William James Muller, the Bristol painter, died prematurely aged 33 from heart disease, caused by poisoning from the white lead in his oil paints. To the end he continued to work: 'It is curious I have lost no vigour, no colour, can now [paint] easily as ever, and yet at times can hardly write a line'. He is best known for his watercolours of France, Italy, Greece, Egypt and Turkey where, in late 1843, he travelled through the Xanthus Valley. Despite the sometimes treacherous conditions, his expedition resulted in some of the finest travel records of any artist of the 1840s including lots 79, 80 and 81.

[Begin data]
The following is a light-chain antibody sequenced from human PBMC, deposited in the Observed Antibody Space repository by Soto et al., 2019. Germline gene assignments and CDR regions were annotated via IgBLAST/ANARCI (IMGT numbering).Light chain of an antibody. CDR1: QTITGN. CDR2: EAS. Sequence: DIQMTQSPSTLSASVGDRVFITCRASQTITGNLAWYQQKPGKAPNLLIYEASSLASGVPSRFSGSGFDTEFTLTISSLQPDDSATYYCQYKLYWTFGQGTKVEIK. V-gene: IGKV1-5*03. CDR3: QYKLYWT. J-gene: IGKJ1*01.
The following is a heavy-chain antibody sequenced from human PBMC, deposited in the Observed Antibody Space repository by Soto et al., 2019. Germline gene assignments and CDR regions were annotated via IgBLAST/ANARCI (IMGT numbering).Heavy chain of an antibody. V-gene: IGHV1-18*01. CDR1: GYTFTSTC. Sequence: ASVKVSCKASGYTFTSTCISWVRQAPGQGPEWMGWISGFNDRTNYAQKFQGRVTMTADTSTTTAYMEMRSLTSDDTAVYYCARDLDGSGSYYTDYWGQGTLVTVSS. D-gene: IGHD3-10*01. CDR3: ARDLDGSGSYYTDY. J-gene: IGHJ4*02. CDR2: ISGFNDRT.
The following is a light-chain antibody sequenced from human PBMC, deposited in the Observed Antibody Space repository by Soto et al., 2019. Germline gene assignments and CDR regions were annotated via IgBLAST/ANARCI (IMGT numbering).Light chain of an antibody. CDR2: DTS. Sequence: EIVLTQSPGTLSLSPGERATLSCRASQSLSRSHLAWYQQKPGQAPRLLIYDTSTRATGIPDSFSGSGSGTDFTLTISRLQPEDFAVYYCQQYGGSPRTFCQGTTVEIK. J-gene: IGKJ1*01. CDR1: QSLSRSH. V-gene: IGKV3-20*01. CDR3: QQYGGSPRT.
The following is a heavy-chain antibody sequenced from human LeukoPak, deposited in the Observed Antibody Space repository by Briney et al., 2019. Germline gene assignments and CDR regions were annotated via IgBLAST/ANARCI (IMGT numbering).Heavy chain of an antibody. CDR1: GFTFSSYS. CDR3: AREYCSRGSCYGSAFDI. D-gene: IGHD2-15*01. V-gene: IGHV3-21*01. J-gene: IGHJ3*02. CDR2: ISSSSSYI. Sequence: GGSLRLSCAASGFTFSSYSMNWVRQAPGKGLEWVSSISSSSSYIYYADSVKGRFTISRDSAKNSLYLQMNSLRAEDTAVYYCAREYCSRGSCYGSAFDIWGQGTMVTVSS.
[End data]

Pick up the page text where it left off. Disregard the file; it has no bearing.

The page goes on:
Muller drew and painted in the open air, refusing to re-work any picture in the studio. He relished the use of a broad, wet brush, maintaining superb control of the medium. In his short career, he worked compulsively, once describing paint as 'oozing out of my fingers'.
The entrance to the small temple at Medinet Habu, Luxor, Egypt (recto); and with subsidiary sketches (verso)